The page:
Update : Oct. 29, 2012
ETFs are viewed in the US as regular index-tracking investment trusts. However, because many investors in Japan remain unacquainted with these products, the following is a simple explanation of the mechanism behind them.
For ETFs, management companies which create the product conduct an offering and issue ETF beneficiary certificates to investors who respond to such offering. This applies to both the initial offering conducting when establishing the investment trust and the continuous offering thereafter. The difference with regular investments trusts is that the investors responding to such offerings are primarily “portfolio managers (such as pension funds)” and “the securities company acting as a designated participant”. This is because general investors responding to the offering of a regular investment trust are contributing cash in exchange for beneficiary certificates, whereas in the case of ETFs, beneficiary certificates are only received when baskets of stocks which cause the ETF to track an indicator are contributed. (However, in the case of a cash-contribution ETF, such as an investment trust tracking the Nikkei 300 stock price index, beneficiary certificates are exchanged for contributions of cash.) This is called “ETF creation”.
Accordingly, because general investors are unable to participate in these offerings, they must instead purchase small lots of beneficiary certificates offered by participants in the offering through the TSE ETF market. Also, the portfolio manager that participated in the offering holds beneficiary certificates as a type of passive management for sale in the market in cases where conversion to cash is required. Furthermore, the securities company acting as a designated participant conducts arbitrage trading with equities and index futures using the ETF beneficiary certificates it holds.
The clear separation between investors which acquired large amounts of beneficiary certificates through the offering and general investors who acquire small lots of beneficiary certificates through the market is another feature of ETFs. Also, by employing this method, ETFs do not need to purchase stocks after gathering small amounts of funds like a regular investment trust, thus lowering management costs and reducing tracking errors.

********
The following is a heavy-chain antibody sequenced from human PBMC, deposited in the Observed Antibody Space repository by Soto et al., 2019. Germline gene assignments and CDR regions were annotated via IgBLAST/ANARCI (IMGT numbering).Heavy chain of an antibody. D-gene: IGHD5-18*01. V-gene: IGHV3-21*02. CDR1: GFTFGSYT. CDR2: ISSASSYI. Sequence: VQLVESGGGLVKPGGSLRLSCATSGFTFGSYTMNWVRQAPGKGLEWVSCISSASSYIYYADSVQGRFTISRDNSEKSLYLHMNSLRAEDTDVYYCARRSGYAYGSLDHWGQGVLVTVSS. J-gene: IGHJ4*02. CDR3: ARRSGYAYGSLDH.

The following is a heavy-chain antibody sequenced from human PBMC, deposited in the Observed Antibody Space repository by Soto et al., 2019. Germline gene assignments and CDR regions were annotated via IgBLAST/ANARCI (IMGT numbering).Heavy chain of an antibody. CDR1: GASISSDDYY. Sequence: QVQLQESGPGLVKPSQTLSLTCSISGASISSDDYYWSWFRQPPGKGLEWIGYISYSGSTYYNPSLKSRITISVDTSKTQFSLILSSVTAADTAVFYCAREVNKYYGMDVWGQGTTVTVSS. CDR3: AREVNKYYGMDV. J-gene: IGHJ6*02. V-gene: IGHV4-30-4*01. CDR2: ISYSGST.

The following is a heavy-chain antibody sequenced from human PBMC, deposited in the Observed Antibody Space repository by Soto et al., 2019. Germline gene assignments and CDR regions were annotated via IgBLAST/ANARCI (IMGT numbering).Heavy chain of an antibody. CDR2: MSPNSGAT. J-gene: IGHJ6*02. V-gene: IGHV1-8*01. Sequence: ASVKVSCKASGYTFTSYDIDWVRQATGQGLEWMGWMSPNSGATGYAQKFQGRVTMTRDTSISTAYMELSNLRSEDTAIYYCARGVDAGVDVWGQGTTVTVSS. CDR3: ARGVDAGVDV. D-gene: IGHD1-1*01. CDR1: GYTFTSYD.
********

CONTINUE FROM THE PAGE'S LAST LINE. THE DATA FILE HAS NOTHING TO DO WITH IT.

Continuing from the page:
Furthermore, ETF beneficiary certificates are exchangeable for stock baskets which include trust assets. In such case, through a mechanism which is the completely opposite of the offering (creation), a portfolio manager or designated participant securities company which holds an equivalent amount of beneficiary certificates brings a specified amount of those to the management company and exchanges them for stock. This is called “ETF exchange”. (The designated participant securities company serves an important role in the ETF mechanism. During both offering (creation) and exchange, entrustment of stock baskets and issue of beneficiary certificates is always conducted through the designated participant. The designated participant is designated by the management company and the participant’s name is included in the Securities Registration Statement, etc. as an entity which handles offering.)
Also, it is important to note that foreign ETFs differ from domestic ETFs in that there are some cases where creation and exchange cannot be conducted in Japan.
The ETF market is made up of the secondary market and the issuance market.
The secondary market for ETFs is a market in which ETF beneficiary certificates are freely traded in small lots between an unspecified number of investors. The market’s liquidity is publicly released in the form of the daily trading volume.
In the secondary market for ETFs, there may be cases where sufficient liquidity cannot be supplied for the large order trading demands of institutional investors conducting transactions on the scale of billions of yen.
It is in the other ETF market, the issuance market, that such investors can conduct creation/exchange of large lots of beneficiary certificates and execute trades which exceed the scale of the secondary market’s trading volume.
In this way, it can be said that ETF liquidity requires support from not only the daily trading volume on the secondary market, but also the large transactions from creation/exchange in the issuance market.
(*Actual figures regarding ETF creation/exchange can be found in Securities Registration Statements, etc.)